Federico Viticci just issued his voluminous 10,000-word review of the new iPad Pro. It looks like there is a lot to like in the new hardware with that XDR screen and wicked fast M1 processor. The Apple hardware team continues to crush it.
However, the thing about all of these iPad reviews is that they all seem to come with an asterisk about the limitations of iPad software. For years now, the iPad hardware team has lapped the iPad software team. That lead only seems to get longer over time and, to power users, it’s frustrating.
While this new iPad runs faster than a MacBook Pro on some benchmarks, it still is pretty terrible at file management. I know the rallying cry this year is that we need something like Final Cut to take advantage of the sexy new hardware. I’d argue we also need the ability to efficiently work with tags and sort our files. Where Final Cut on the iPad represents the high-hanging fruit, there still is a lot of low-hanging fruit (like adequate file management) on the tree. I remember feeling the same way a few years ago right before WWDC. It always seems like the iPad software is just barely adequate to keep up with the iPad hardware.
While I feel this tension nearly every time I pick up an iPad, that isn’t true for everyone. I have one kid in college and another in grad school. They both use their iPads in class exclusively. The current apps and features are just fine for them. I think there are a lot more people like my daughters than there are like me. It’s when you start pushing toward the edges that these limitations show up.
All of this got me wondering how Apple sees the iPad. Do they look at it the way I do, as an alternative computing platform to the Mac, or do they look at it like my kids do, an excellent tablet device but never to be on par with a Mac? Put simply, are we still thinking about cars and trucks? Apple markets the iPad as a truck but develops software as if it is one of those tiny electric cars that feels just a step beyond a golf cart. It’s actually more complicated than that because what they’ve done at this point is build fighter jet hardware with a put-put car software engine.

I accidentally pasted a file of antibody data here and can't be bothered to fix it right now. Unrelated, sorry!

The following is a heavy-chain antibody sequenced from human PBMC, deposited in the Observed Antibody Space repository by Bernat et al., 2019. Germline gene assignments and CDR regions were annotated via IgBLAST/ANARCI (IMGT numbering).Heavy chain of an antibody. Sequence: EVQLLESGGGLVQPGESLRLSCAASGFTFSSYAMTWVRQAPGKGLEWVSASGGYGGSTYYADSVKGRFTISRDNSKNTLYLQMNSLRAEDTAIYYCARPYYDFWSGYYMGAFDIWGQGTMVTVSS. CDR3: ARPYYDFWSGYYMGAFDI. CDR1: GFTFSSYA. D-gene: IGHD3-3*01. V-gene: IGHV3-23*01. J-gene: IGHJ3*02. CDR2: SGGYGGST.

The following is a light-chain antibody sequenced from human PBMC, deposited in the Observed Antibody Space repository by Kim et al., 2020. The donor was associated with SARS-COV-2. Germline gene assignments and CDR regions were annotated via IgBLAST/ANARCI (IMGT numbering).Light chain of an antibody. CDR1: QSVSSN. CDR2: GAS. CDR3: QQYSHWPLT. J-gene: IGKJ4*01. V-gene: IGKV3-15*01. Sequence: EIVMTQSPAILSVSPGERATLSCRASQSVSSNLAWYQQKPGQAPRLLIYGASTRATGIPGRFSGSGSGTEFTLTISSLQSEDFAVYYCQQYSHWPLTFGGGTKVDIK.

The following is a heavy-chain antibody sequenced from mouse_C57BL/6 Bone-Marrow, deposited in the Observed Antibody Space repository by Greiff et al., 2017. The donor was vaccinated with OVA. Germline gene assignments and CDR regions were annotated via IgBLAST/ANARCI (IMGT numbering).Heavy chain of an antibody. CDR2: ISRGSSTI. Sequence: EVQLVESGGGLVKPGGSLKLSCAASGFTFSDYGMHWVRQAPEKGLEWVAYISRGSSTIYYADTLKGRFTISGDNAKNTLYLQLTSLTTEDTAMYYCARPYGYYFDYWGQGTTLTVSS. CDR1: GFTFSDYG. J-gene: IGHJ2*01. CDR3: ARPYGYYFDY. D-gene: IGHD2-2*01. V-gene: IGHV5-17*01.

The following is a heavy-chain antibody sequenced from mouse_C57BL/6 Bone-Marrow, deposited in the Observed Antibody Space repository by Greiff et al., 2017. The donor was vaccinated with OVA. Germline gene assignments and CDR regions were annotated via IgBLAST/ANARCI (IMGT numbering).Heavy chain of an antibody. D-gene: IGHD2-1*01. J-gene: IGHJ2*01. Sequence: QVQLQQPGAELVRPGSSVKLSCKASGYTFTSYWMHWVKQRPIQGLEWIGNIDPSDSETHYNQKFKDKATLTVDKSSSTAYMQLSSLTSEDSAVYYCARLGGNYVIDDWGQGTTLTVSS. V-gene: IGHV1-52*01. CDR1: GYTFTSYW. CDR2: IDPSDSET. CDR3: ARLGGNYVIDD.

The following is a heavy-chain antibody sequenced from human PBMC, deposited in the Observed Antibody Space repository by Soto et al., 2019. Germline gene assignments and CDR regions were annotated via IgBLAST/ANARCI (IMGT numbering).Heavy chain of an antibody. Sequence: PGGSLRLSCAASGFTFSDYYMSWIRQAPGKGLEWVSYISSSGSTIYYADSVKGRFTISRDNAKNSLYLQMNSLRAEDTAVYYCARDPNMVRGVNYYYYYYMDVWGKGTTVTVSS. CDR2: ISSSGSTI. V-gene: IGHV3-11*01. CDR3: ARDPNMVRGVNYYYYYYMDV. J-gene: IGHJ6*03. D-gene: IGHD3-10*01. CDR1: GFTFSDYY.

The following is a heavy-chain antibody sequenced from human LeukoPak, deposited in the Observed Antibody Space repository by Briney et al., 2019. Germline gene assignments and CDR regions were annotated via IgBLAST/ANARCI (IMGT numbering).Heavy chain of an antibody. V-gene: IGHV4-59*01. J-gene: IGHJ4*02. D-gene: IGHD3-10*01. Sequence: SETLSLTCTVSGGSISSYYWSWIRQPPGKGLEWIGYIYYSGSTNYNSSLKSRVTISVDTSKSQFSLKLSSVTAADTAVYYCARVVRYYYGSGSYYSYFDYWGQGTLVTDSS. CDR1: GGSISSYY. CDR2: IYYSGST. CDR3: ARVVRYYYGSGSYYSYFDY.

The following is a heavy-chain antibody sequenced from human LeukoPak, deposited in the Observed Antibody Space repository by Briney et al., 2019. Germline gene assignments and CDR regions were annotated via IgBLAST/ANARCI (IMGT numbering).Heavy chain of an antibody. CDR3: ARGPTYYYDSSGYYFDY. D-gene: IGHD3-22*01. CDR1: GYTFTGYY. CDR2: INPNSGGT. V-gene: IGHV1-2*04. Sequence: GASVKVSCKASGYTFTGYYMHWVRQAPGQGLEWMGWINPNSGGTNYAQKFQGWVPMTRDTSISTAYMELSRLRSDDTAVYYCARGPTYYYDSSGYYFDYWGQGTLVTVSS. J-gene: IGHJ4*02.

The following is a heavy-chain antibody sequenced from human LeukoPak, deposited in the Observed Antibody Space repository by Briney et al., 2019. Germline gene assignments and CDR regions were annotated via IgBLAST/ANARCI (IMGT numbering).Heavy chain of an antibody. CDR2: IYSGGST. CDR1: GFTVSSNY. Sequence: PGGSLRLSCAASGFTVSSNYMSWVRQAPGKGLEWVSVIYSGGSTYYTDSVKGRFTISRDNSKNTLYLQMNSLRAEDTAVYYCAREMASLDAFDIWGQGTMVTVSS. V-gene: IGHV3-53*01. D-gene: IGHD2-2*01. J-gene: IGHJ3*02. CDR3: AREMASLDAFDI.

I understand Apple is not a single entity but a group of people. However, I do wish they would be more explicit about what the collective Apple thinks of the iPad. If they look at it as my girls do, I would probably stop banging my head against its software ceiling and use a laptop a lot more. I know that is the case for a lot of readers. Since the M1 MacBooks hit the streets, I’ve heard from many readers and listeners who stopped using their iPads because the new Macs’ long battery life and excellent performance were enough to pull them away from the iPad.
I know Apple isn’t going to come out and explain where they see the iPad explicitly. It seems too much to hear them say, “We’re making the iPad to be good at this, but we’re not bothering to make it any good at that.” They will, however, be announcing the new iPad OS updates next month. I will be watching that carefully. Because while we are not going to hear Apple tell us directly their intentions for the iPad, we can deduce those intentions from the software they choose to ship. I’ll be deciding how much a role the iPad plays in the next year of my life based on that.